A compound found in more than 2000 personal care products, such as toothpaste and hand wash, could be contributing to antibiotic resistance.
University of Queensland researchers say the widely used ingredient, called triclosan, resulted in high residual levels of the compound in the wider environment, which could induce multi-drug resistance.
Study leader Dr Jianhua Guo, from the university’s Advanced Water Management Centre said that while it was well-known the overuse and misuse of antibiotics could create “superbugs”, researchers were unaware that other chemicals could also induce antibiotic resistance until now.
“Wastewater from residential areas has similar or even higher levels of antibiotic resistant bacteria and antibiotic resistance genes compared to hospitals, where you would expect greater antibiotic concentrations,” he said.
“We then wondered whether non-antibiotic, antimicrobial (NAAM) chemicals such as triclosan can directly induce antibiotic resistance,” Dr Guo said.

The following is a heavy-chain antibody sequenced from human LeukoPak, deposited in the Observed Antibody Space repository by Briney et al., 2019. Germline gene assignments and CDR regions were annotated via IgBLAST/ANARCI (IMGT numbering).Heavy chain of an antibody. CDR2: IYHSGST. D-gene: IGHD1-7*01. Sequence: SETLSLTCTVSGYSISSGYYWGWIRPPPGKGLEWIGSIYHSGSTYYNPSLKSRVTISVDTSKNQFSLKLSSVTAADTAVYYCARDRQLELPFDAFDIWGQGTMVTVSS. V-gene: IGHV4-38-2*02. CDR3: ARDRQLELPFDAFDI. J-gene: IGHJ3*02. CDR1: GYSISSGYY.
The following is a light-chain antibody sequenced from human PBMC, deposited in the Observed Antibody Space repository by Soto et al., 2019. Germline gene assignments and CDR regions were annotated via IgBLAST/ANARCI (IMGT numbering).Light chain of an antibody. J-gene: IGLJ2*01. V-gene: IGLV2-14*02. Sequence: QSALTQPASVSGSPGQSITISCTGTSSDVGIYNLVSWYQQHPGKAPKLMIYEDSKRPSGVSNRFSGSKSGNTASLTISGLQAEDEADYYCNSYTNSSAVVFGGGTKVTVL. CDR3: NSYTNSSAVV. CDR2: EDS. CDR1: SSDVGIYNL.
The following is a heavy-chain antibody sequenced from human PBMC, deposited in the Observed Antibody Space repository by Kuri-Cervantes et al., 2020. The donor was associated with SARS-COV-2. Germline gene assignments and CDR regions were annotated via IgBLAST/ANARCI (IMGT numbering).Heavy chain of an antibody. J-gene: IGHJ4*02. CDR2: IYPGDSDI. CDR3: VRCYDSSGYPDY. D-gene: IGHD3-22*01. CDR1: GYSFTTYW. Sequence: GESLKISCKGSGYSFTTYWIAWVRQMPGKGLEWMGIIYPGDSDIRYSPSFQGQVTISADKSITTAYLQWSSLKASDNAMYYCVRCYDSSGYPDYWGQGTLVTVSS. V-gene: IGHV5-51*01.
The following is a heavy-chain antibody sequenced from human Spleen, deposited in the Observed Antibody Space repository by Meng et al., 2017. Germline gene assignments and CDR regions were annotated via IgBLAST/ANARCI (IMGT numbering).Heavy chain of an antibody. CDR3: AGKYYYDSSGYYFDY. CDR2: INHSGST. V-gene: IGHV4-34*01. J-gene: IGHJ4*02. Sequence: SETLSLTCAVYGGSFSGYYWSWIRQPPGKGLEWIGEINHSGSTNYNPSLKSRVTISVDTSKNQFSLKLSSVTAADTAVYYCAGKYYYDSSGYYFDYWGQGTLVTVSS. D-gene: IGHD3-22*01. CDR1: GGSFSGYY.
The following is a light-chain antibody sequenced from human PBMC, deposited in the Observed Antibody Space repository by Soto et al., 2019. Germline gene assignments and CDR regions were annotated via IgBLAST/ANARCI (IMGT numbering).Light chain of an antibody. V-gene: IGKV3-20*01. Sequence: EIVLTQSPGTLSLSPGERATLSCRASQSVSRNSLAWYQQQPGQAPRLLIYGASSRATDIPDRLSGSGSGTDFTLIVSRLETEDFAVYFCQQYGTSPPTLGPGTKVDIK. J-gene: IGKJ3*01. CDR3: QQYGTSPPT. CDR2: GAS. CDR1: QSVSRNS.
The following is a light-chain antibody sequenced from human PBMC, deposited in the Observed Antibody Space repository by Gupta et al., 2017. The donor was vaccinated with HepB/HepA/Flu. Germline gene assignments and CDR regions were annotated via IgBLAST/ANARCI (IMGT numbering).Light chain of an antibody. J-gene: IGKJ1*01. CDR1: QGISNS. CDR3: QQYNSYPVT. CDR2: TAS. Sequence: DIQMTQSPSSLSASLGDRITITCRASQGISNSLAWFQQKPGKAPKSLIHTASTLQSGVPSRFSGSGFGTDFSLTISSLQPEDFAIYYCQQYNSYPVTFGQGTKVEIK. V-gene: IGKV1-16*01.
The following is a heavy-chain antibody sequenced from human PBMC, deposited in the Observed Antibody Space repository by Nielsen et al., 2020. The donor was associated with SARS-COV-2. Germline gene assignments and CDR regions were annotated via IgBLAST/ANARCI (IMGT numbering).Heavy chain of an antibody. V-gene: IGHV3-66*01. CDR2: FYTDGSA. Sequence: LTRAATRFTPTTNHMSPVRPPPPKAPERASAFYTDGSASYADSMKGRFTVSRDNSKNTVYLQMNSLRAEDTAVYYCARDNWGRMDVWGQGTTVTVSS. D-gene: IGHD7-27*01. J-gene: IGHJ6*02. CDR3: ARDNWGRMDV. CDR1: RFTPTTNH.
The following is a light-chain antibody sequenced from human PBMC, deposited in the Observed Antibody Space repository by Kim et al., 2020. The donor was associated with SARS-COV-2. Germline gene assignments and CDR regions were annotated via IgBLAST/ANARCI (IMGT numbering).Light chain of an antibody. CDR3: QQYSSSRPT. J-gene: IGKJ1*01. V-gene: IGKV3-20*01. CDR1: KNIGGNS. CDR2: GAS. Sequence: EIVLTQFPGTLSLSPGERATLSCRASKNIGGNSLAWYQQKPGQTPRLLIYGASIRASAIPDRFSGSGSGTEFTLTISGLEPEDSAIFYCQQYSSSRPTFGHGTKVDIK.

The US Food and Drug Administration has banned the use of triclosan in antibacterial soap and the European Union prohibits its use products that come into contact with food, but not in toothpaste where it can constitute up to 0.3% of the product.
The use of the compound in Australia is currently being reviewed by the Department of Health.
“This discovery provides strong evidence that the triclosan found in personal care products that we use daily is accelerating the spread of antibiotic resistance,” Dr Gou said.
The water management centre’s director, Professor Zhiguo Yuan, said the discovery should be a wake-up call to re-evaluate the potential impact of such chemicals.